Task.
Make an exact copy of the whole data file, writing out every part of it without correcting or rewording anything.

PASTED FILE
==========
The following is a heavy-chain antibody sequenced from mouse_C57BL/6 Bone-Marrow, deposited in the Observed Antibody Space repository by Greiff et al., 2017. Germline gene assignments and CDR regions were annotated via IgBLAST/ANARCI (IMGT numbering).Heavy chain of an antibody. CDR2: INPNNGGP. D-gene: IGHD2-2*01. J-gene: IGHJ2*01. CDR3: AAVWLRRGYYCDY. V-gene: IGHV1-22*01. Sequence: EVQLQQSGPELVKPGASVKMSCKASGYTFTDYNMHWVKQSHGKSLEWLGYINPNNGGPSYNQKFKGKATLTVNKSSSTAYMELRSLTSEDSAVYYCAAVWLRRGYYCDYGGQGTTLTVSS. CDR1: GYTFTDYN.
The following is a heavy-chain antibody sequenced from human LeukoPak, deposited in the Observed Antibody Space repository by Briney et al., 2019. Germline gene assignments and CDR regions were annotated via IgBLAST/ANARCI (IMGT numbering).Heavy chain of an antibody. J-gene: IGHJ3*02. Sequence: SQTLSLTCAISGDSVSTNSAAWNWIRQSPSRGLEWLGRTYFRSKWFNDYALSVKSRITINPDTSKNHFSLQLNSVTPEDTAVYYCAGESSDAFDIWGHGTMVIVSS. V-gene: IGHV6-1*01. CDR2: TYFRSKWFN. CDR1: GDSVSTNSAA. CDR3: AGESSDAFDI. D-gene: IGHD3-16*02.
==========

The following is a heavy-chain antibody sequenced from mouse_C57BL/6 Bone-Marrow, deposited in the Observed Antibody Space repository by Greiff et al., 2017. Germline gene assignments and CDR regions were annotated via IgBLAST/ANARCI (IMGT numbering).Heavy chain of an antibody. CDR2: INPNNGGP. D-gene: IGHD2-2*01. J-gene: IGHJ2*01. CDR3: AAVWLRRGYYCDY. V-gene: IGHV1-22*01. Sequence: EVQLQQSGPELVKPGASVKMSCKASGYTFTDYNMHWVKQSHGKSLEWLGYINPNNGGPSYNQKFKGKATLTVNKSSSTAYMELRSLTSEDSAVYYCAAVWLRRGYYCDYGGQGTTLTVSS. CDR1: GYTFTDYN.
The following is a heavy-chain antibody sequenced from human LeukoPak, deposited in the Observed Antibody Space repository by Briney et al., 2019. Germline gene assignments and CDR regions were annotated via IgBLAST/ANARCI (IMGT numbering).Heavy chain of an antibody. J-gene: IGHJ3*02. Sequence: SQTLSLTCAISGDSVSTNSAAWNWIRQSPSRGLEWLGRTYFRSKWFNDYALSVKSRITINPDTSKNHFSLQLNSVTPEDTAVYYCAGESSDAFDIWGHGTMVIVSS. V-gene: IGHV6-1*01. CDR2: TYFRSKWFN. CDR1: GDSVSTNSAA. CDR3: AGESSDAFDI. D-gene: IGHD3-16*02.